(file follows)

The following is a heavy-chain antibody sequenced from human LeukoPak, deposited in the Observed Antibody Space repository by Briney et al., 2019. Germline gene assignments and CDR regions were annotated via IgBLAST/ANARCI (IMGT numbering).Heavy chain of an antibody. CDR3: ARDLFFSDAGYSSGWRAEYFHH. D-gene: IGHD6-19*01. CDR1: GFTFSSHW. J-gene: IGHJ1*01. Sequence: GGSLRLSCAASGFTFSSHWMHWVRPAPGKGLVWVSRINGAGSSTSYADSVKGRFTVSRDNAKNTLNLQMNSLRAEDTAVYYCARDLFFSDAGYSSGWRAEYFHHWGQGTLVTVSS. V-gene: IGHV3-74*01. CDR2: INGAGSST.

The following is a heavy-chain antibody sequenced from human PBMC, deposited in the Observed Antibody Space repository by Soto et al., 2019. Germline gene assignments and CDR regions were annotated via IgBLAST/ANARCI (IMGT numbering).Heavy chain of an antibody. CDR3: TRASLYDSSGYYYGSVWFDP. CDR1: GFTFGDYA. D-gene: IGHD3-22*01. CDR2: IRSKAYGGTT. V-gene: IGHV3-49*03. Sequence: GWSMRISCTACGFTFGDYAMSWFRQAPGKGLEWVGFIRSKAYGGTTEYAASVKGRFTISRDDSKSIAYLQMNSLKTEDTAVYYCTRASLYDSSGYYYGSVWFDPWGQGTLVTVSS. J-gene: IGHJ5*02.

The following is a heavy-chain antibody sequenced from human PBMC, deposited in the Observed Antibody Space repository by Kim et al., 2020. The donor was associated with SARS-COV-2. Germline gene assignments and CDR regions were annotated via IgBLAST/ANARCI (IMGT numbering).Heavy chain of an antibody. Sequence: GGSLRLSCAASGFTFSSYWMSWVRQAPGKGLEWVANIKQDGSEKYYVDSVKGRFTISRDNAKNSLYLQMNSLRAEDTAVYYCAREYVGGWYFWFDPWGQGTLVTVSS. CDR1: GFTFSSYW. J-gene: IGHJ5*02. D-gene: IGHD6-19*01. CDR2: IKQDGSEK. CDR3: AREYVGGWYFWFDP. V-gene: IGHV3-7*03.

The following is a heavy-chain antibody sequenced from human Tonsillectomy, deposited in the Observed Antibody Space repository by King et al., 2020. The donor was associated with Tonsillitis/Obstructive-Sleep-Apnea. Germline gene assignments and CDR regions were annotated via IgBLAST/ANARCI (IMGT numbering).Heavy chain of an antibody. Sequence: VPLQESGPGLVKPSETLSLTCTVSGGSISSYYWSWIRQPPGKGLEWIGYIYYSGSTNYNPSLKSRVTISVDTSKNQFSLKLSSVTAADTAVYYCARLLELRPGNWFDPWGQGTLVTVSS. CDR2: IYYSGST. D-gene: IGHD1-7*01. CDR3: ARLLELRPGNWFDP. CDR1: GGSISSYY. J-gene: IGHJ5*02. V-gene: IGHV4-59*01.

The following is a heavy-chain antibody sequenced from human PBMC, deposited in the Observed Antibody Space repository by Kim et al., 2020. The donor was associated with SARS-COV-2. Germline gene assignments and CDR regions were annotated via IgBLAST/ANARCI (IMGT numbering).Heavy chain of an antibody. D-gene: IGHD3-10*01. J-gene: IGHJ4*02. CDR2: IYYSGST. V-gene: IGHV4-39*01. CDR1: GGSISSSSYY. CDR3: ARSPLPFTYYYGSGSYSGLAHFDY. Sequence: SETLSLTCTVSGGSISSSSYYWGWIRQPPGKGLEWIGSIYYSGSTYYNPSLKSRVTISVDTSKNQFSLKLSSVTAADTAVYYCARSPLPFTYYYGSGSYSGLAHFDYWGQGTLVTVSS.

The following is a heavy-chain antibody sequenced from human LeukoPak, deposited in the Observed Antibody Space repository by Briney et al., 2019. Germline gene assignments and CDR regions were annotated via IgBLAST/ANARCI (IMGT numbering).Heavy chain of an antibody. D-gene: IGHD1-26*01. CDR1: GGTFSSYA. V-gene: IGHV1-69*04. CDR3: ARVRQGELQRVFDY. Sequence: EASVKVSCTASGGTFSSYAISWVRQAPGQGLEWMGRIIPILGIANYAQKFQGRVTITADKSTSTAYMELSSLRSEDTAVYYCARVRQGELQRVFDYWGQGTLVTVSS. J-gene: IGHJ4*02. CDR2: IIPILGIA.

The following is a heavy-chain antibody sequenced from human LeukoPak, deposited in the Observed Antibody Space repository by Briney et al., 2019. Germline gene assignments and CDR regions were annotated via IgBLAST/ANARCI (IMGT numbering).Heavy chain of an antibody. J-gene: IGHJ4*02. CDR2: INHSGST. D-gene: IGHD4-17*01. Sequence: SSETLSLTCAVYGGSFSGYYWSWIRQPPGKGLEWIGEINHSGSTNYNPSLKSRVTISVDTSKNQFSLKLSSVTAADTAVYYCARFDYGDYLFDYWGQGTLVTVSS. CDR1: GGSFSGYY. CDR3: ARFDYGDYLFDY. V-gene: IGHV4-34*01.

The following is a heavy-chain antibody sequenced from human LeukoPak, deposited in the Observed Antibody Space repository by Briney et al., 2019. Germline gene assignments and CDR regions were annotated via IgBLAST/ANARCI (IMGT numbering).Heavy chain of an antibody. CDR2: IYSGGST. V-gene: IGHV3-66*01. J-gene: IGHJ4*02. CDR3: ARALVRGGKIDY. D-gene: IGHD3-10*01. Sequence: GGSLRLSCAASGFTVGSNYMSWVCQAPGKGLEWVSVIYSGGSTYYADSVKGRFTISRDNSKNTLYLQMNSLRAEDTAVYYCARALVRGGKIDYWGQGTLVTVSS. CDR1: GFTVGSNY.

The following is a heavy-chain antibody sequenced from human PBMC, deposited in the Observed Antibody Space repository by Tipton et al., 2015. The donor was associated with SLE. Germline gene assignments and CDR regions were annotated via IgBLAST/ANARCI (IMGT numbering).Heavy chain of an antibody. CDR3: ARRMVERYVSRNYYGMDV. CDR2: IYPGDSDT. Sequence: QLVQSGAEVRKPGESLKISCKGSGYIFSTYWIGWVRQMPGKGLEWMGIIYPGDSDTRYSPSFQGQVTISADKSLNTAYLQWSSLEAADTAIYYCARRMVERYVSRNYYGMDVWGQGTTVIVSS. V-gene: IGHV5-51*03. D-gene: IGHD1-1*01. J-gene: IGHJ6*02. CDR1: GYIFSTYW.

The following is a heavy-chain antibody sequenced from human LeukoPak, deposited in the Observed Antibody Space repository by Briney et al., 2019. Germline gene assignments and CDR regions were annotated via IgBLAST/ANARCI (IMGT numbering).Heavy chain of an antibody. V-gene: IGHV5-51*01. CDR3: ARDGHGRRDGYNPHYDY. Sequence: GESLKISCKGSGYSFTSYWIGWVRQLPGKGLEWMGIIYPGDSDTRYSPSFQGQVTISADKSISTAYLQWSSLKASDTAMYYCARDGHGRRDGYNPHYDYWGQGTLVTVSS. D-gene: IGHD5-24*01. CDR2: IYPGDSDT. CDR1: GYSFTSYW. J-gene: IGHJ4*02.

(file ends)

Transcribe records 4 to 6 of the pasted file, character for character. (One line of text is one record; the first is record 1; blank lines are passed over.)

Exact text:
The following is a heavy-chain antibody sequenced from human Tonsillectomy, deposited in the Observed Antibody Space repository by King et al., 2020. The donor was associated with Tonsillitis/Obstructive-Sleep-Apnea. Germline gene assignments and CDR regions were annotated via IgBLAST/ANARCI (IMGT numbering).Heavy chain of an antibody. Sequence: VPLQESGPGLVKPSETLSLTCTVSGGSISSYYWSWIRQPPGKGLEWIGYIYYSGSTNYNPSLKSRVTISVDTSKNQFSLKLSSVTAADTAVYYCARLLELRPGNWFDPWGQGTLVTVSS. CDR2: IYYSGST. D-gene: IGHD1-7*01. CDR3: ARLLELRPGNWFDP. CDR1: GGSISSYY. J-gene: IGHJ5*02. V-gene: IGHV4-59*01.

The following is a heavy-chain antibody sequenced from human PBMC, deposited in the Observed Antibody Space repository by Kim et al., 2020. The donor was associated with SARS-COV-2. Germline gene assignments and CDR regions were annotated via IgBLAST/ANARCI (IMGT numbering).Heavy chain of an antibody. D-gene: IGHD3-10*01. J-gene: IGHJ4*02. CDR2: IYYSGST. V-gene: IGHV4-39*01. CDR1: GGSISSSSYY. CDR3: ARSPLPFTYYYGSGSYSGLAHFDY. Sequence: SETLSLTCTVSGGSISSSSYYWGWIRQPPGKGLEWIGSIYYSGSTYYNPSLKSRVTISVDTSKNQFSLKLSSVTAADTAVYYCARSPLPFTYYYGSGSYSGLAHFDYWGQGTLVTVSS.

The following is a heavy-chain antibody sequenced from human LeukoPak, deposited in the Observed Antibody Space repository by Briney et al., 2019. Germline gene assignments and CDR regions were annotated via IgBLAST/ANARCI (IMGT numbering).Heavy chain of an antibody. D-gene: IGHD1-26*01. CDR1: GGTFSSYA. V-gene: IGHV1-69*04. CDR3: ARVRQGELQRVFDY. Sequence: EASVKVSCTASGGTFSSYAISWVRQAPGQGLEWMGRIIPILGIANYAQKFQGRVTITADKSTSTAYMELSSLRSEDTAVYYCARVRQGELQRVFDYWGQGTLVTVSS. J-gene: IGHJ4*02. CDR2: IIPILGIA.